A moment of silence sat between them for a moment. Draughton allowed himself to appreciate being. The soft bubble of the champaign washing coffee off his teeth. The perfectly conditioned air of the room. The softness of the table cloth and the seat. He tempted himself for a moment with choosing to live like this for the rest of his days. That was before the door flew in.
A man with his face covered in a black hood and his hands bound was escorted into the room. He was flanked on each side by a men in black suits and sunglasses who sat him down across from Draughton and Olivia. Draughton wanted to say something, but somehow it felt inappropriate to address a man in such a state. He was quickly followed by a man shadowed by two elegant mastiffs. The man was slight of build, but the furrowed features of his faces gave him a sternness. The hair on his head had begun waning, but thrushes of gray washed through it. A slight mustache grazed the man’s lip. Draughton felt safe assuming that this was The Houndmaster.
The man with the dogs spoke as he walked. “I don’t have a lot of time, Mr. Draughton, let’s get to work here.”
His dismissive curtness tone sent a bubble of frustration up through Draughton. “Well, that’s a shame, because I have a lot of questions.” Olivia swiftly kicked Draughton’s shin under the table. “Oy,” she shouted. “What?”
The Houndmaster wasted no time sitting down and with perfect discipline the hounds sat on each side of him and got comfortable next to the man with the covered face. “I’m afraid, Mr. Draughton that I have another more important appointment shortly. I am sure that agent Frost has briefed you on most of the comings and goings of your situation here, and, to be frank, I am not entirely convinced that you are in a way to refuse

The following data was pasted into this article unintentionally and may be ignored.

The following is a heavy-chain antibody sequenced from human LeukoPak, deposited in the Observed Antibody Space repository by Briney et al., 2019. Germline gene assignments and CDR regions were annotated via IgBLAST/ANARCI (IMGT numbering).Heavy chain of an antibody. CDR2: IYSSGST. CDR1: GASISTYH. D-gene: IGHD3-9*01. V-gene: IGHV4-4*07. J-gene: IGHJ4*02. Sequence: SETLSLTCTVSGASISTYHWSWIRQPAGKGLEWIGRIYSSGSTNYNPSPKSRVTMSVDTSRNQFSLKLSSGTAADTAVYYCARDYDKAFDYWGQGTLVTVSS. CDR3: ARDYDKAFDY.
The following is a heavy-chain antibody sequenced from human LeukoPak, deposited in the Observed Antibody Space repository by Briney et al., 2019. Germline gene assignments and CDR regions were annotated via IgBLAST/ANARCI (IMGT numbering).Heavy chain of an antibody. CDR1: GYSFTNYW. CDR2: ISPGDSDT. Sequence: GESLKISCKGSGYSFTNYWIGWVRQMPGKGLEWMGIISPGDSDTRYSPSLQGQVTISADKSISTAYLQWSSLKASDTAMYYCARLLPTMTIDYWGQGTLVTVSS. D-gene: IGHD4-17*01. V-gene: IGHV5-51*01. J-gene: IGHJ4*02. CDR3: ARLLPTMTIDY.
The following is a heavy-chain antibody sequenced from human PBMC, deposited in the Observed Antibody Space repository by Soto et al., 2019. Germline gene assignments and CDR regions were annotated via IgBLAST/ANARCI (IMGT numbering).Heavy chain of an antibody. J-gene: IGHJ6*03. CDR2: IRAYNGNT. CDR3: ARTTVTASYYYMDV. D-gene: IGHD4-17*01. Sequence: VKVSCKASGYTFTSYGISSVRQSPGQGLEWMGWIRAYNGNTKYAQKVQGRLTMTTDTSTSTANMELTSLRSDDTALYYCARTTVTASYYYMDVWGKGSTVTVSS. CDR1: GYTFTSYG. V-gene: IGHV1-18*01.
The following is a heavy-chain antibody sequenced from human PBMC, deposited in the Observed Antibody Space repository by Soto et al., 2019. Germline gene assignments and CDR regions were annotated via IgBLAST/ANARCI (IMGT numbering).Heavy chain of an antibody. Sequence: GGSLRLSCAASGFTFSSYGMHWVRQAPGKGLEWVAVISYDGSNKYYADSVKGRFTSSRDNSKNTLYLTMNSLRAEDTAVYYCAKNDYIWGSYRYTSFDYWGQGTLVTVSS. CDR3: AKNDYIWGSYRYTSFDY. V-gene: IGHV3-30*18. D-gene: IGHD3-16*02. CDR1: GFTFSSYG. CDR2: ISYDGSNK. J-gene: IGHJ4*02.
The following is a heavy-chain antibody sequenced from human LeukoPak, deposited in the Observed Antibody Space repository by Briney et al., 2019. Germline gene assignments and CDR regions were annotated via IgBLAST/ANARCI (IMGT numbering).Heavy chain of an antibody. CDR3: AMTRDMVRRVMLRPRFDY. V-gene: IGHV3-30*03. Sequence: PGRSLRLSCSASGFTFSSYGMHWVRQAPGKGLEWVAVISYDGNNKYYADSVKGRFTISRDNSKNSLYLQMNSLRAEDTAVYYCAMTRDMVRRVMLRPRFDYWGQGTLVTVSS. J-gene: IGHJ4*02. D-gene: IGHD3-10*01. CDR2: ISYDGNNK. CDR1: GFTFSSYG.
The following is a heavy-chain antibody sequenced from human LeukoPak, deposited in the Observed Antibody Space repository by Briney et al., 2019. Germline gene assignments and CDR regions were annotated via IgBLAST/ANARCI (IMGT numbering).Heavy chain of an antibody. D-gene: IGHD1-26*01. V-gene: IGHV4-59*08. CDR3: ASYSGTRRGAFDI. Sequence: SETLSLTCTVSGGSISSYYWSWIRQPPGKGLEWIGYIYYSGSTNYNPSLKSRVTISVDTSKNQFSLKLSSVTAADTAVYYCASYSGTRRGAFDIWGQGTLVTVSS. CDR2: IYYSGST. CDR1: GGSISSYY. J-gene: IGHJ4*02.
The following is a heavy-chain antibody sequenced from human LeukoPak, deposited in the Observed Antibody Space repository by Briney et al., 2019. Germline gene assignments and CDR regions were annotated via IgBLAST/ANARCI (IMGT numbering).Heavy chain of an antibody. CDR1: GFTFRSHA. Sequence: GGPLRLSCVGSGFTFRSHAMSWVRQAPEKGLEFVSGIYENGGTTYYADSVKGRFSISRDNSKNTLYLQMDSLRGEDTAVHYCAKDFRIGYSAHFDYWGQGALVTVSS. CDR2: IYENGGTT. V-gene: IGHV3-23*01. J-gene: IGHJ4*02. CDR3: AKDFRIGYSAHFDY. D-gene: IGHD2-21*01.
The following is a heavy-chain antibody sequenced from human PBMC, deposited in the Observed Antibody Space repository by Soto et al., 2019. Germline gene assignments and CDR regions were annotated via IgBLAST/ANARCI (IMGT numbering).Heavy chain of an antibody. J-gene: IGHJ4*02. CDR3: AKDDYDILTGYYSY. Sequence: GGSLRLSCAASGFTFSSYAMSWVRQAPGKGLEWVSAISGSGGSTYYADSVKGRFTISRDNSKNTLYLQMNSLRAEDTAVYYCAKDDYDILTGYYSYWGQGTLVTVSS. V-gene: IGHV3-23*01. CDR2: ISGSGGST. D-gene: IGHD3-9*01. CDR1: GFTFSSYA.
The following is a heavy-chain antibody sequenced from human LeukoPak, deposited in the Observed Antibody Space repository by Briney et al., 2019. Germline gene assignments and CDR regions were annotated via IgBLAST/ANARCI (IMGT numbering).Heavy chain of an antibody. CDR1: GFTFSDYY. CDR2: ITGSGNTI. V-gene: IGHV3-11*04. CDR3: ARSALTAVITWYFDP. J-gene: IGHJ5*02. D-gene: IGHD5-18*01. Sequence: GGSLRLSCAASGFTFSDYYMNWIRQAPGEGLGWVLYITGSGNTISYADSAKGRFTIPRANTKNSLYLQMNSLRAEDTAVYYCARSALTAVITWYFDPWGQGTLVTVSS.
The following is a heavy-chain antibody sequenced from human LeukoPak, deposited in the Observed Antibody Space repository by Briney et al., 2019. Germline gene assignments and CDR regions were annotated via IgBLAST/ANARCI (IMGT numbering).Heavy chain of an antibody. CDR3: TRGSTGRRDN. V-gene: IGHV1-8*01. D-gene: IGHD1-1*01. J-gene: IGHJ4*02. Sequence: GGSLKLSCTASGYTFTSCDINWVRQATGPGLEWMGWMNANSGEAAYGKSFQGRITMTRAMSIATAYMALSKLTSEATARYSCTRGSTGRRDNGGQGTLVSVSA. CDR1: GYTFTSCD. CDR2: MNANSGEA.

“It very much seems like you’ve already made your choice. I know what kind of mom-and-pop cartels you’ve been working with in the past, but you are going to have to learn very quickly that up here in the big leagues, we don’t have time to dawdle and play ‘will they won’t they’. I can shoot you in this very room and have your body put in a suitcase out in the alley for the trashmen to pick up. I can drug you and compromise you in a way that you wouldn’t be able to get a job at a local fast food restaurant. I can fucking brainwash you and no one will every believe it.
“But I don’t want to do those things. Firstly, it is expensive and there are better options out there for lone gunmen and serial con men. Secondly, those things take time; a luxury we cannot afford. But you seemed very much to me like someone who needs an opportunity. Don’t blush Mr. Draughton, but this is very much an interview. Should you fail, we will deny all knowledge of you and you shall fade into history as a mad man. Should you succeed however, we have a small fortune set aside to be allocated to you along with a ship and letters of marque awaiting signature. Am I missing anything? Mr. Draughton, please inform me so we can move this along.”
Draughton snapped his jaw back into place and regained composure. He had to admit, it checked all of the boxes. “What did you have in mind?”
“Right,” said the Houndmaster. He snapped his fingers and one of the guards pulled the hood off of the captive man whom Draughton had almost forgotten was there. They revealed a beaten alph man. Draughton hadn’t realized that he was an alf, due to how short he was. His long ears were bent and his overly large black eyes were bruised and sunken. “General Ludakin,” said the Houndmaster. “Please introduce yourself, and quickly.”
The alph spat across the table and it landed short. “Lieutenant,” said the Houndmaster. Immediately, the guard on Ludakin’s left punched him in the gut.
The alph lost his breath and coughed weakly. “Fuck you and your giddy dogs.”
“Well,” said the Houndmaster. “This is a waste of time.” He snapped his fingers and the man was gagged and his hood replaced. Quickly as he had come, he was escorted from the room. “What the good general was supposed to tell you was that he fucked up. He took a lot of money from us with the promise that he was going to bring us a dragon horde and did not deliver.”
This gave Draghton pause. “So,” he hesitated. “When you say ‘dragon horde’, you mean metaphorically, or…?”
“Samuel,” said Olivia, in a tone that was meant to silence him.
The Houndmaster sent a mean glance towards Olivia with notes of surprise. Was it at the use of his first name? Draughton wasn’t a fan either. He thought she should stop. But more importantly, the suggestion was that he shouldn’t question such things. “No, Mr. Draughton, not a metaphor.”